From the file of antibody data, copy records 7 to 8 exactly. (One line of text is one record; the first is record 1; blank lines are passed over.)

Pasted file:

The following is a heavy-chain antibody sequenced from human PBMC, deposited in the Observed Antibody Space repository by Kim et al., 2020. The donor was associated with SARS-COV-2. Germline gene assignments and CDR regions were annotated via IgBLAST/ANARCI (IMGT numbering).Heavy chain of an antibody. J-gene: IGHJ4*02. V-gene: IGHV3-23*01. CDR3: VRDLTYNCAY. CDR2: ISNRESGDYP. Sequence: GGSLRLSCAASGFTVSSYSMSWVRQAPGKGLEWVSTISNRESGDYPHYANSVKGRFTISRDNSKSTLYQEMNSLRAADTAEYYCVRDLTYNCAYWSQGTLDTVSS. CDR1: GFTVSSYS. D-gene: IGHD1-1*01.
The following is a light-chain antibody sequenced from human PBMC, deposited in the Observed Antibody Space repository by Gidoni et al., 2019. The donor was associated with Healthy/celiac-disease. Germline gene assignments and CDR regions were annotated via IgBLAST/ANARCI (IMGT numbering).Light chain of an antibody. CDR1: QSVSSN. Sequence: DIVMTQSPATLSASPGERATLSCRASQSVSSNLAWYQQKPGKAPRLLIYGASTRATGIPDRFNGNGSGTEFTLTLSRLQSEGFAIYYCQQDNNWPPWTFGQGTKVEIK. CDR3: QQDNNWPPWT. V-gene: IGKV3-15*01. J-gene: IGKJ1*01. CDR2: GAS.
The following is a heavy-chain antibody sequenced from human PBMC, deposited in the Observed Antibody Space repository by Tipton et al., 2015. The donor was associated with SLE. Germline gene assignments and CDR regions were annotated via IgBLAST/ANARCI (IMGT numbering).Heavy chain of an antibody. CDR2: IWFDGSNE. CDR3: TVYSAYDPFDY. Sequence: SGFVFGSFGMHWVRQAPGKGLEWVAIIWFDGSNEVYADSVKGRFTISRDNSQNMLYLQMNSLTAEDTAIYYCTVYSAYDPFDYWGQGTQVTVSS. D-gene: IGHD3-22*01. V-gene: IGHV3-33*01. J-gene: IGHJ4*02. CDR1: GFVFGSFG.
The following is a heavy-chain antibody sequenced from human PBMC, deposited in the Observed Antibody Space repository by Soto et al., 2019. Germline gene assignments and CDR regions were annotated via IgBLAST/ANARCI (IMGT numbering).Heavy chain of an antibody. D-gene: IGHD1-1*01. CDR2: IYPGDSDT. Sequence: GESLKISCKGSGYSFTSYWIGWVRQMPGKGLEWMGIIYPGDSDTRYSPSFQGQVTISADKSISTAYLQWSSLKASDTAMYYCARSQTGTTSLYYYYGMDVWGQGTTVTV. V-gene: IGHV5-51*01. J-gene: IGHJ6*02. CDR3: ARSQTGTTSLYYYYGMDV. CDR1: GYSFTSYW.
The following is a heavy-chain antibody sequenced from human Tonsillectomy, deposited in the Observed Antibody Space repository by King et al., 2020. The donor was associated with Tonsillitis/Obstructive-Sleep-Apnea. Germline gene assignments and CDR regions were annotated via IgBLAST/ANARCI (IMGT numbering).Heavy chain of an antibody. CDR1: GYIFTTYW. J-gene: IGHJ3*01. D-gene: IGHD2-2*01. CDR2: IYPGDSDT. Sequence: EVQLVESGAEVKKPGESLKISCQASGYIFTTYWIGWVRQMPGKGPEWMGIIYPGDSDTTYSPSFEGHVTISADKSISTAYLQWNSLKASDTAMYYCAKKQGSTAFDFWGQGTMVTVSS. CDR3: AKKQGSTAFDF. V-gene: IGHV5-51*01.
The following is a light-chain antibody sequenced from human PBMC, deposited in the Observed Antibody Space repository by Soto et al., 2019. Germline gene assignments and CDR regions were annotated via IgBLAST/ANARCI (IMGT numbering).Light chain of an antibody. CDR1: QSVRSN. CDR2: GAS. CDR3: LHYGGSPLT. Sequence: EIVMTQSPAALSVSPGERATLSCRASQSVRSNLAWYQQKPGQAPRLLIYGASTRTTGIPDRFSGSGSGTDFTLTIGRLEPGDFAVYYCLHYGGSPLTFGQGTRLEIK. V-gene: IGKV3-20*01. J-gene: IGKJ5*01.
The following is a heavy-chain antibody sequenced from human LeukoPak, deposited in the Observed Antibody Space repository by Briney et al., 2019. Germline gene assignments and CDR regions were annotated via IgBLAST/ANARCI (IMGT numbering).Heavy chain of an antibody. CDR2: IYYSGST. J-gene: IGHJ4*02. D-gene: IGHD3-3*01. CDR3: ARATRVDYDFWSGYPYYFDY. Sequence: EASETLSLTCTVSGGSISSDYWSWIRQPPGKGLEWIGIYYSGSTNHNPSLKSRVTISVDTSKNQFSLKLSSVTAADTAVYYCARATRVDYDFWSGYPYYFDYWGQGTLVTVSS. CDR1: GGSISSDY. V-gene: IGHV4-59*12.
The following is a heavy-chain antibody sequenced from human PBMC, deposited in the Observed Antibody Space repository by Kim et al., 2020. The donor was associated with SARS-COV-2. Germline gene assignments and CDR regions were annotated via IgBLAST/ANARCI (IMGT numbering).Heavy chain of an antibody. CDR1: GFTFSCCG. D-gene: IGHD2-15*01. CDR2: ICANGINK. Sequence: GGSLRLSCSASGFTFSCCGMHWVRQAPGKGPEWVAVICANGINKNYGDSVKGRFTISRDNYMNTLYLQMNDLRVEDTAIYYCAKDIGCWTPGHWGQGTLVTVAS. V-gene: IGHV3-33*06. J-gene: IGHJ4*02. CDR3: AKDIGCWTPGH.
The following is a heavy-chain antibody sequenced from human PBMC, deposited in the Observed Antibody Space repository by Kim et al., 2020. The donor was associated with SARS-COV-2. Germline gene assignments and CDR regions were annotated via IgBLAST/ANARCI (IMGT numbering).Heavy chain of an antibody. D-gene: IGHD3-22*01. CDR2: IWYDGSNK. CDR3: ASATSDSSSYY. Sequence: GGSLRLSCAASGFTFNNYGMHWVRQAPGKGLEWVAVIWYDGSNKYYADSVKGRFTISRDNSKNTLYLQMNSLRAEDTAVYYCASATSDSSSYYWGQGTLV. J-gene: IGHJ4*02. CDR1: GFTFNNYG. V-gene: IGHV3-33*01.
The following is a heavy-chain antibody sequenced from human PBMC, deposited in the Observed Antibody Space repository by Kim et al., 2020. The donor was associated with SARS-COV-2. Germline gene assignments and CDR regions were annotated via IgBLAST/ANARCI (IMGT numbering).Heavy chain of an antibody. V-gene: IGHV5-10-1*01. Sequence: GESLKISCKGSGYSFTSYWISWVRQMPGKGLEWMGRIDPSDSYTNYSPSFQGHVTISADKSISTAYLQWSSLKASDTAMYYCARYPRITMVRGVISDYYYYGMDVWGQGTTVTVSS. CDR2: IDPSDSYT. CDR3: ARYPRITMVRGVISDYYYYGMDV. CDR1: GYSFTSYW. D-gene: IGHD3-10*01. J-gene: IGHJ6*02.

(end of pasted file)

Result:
The following is a heavy-chain antibody sequenced from human LeukoPak, deposited in the Observed Antibody Space repository by Briney et al., 2019. Germline gene assignments and CDR regions were annotated via IgBLAST/ANARCI (IMGT numbering).Heavy chain of an antibody. CDR2: IYYSGST. J-gene: IGHJ4*02. D-gene: IGHD3-3*01. CDR3: ARATRVDYDFWSGYPYYFDY. Sequence: EASETLSLTCTVSGGSISSDYWSWIRQPPGKGLEWIGIYYSGSTNHNPSLKSRVTISVDTSKNQFSLKLSSVTAADTAVYYCARATRVDYDFWSGYPYYFDYWGQGTLVTVSS. CDR1: GGSISSDY. V-gene: IGHV4-59*12.
The following is a heavy-chain antibody sequenced from human PBMC, deposited in the Observed Antibody Space repository by Kim et al., 2020. The donor was associated with SARS-COV-2. Germline gene assignments and CDR regions were annotated via IgBLAST/ANARCI (IMGT numbering).Heavy chain of an antibody. CDR1: GFTFSCCG. D-gene: IGHD2-15*01. CDR2: ICANGINK. Sequence: GGSLRLSCSASGFTFSCCGMHWVRQAPGKGPEWVAVICANGINKNYGDSVKGRFTISRDNYMNTLYLQMNDLRVEDTAIYYCAKDIGCWTPGHWGQGTLVTVAS. V-gene: IGHV3-33*06. J-gene: IGHJ4*02. CDR3: AKDIGCWTPGH.